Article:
Recent research into the last 10 years of channel and video data from Mathias Bärtl, Professor of International Business at Offenburg University in Germany, shows that the number of creators who make it to the point that they can make a living is startlingly small.
In an analysis for Bloomberg News, Bärtl found that breaking into the top 3% (over 1.4m monthly views) will draw an advertising income of roughly $16,800 a year, just a little over the United States’ poverty line ($12,140 for a single person).
“If you’re a series regular on a network TV show, you’re getting a good amount of money,” Alice Marwick, an assistant professor of communication at the University of North Carolina at Chapel Hill told Bloomberg.
“You can have half a million followers on YouTube and still be working at Starbucks.”
Recent surveys suggest that YouTubing looms large in many kids’ ambitions, with one finding three times as many children wanted to be YouTubers as wanted to be doctors.
Yet inequality accompanies even the internet. The top 1% of creators took between 2.2m and 42.2m views a month in 2016, according to Bärtl. While these figures guarantee significant ad revenue, their spots on YouTube alone will not form their total income: sponsorship and influencer deals are increasing in significance, making total earnings difficult to calculate.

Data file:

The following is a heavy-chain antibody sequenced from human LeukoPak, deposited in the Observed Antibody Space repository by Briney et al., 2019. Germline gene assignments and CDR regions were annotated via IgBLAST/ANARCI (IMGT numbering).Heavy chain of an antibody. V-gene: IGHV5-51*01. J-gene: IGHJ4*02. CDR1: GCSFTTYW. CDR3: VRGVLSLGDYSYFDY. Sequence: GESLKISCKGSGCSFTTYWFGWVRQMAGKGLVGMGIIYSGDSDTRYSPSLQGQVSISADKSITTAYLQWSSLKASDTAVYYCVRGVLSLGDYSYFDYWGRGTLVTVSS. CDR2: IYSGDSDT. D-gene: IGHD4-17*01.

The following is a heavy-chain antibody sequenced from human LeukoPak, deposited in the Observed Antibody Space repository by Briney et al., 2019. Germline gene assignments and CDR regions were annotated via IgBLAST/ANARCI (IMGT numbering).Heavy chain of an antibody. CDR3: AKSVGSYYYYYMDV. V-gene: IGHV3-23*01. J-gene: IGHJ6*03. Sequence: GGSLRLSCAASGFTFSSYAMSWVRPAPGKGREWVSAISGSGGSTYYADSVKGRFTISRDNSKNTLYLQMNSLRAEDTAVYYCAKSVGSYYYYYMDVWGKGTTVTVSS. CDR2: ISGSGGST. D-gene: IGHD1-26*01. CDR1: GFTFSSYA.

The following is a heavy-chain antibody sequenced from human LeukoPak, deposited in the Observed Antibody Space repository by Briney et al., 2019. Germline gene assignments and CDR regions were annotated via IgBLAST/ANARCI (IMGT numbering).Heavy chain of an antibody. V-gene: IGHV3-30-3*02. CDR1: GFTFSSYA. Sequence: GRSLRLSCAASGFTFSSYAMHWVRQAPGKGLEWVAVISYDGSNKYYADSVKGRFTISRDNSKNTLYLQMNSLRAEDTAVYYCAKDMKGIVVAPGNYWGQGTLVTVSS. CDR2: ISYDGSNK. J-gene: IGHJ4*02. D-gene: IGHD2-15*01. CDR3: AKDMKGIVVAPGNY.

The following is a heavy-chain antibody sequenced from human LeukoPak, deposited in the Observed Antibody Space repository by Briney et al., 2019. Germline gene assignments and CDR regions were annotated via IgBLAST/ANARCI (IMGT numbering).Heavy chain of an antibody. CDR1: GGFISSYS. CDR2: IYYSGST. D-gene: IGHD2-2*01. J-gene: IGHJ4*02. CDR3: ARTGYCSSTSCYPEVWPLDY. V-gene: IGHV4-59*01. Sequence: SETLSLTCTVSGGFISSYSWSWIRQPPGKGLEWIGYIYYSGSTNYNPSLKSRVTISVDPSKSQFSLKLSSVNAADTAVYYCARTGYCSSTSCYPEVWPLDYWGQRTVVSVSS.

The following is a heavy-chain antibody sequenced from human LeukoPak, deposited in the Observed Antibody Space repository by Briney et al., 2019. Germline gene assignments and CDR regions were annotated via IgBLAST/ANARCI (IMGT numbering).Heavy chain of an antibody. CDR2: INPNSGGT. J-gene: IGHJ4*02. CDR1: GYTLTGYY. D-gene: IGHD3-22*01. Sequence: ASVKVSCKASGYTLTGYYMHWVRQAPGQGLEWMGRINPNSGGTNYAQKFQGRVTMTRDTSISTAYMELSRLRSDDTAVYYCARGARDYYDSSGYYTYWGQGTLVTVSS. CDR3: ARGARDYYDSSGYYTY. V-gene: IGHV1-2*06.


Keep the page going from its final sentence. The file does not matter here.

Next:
Rates change over time and are anything but clear: Bärtl based his income estimations on a rate of $1 CPM, though one agency professional said he had seen rates as low as 35 cents per 1,000 views.
The platform says it is working to help creators make more money, but the imbalance has worsened in the decade between 2006 and 2016, as the top 3% in 2006 used to account for 63% of views.
YouTube’s brand safety efforts, which came into force last month, are designed to look after brands and will make it even more difficult for the bottom 85% of creators. In order to qualify for the YouTube Partner Program they will need to have accumulated 4,000 hours of views on their videos and have at least 1,000 subscribers.
Sourced from Convergence: The International Journal of Research into New Media Technologies, Bloomberg, Veriety; additional content by WARC staff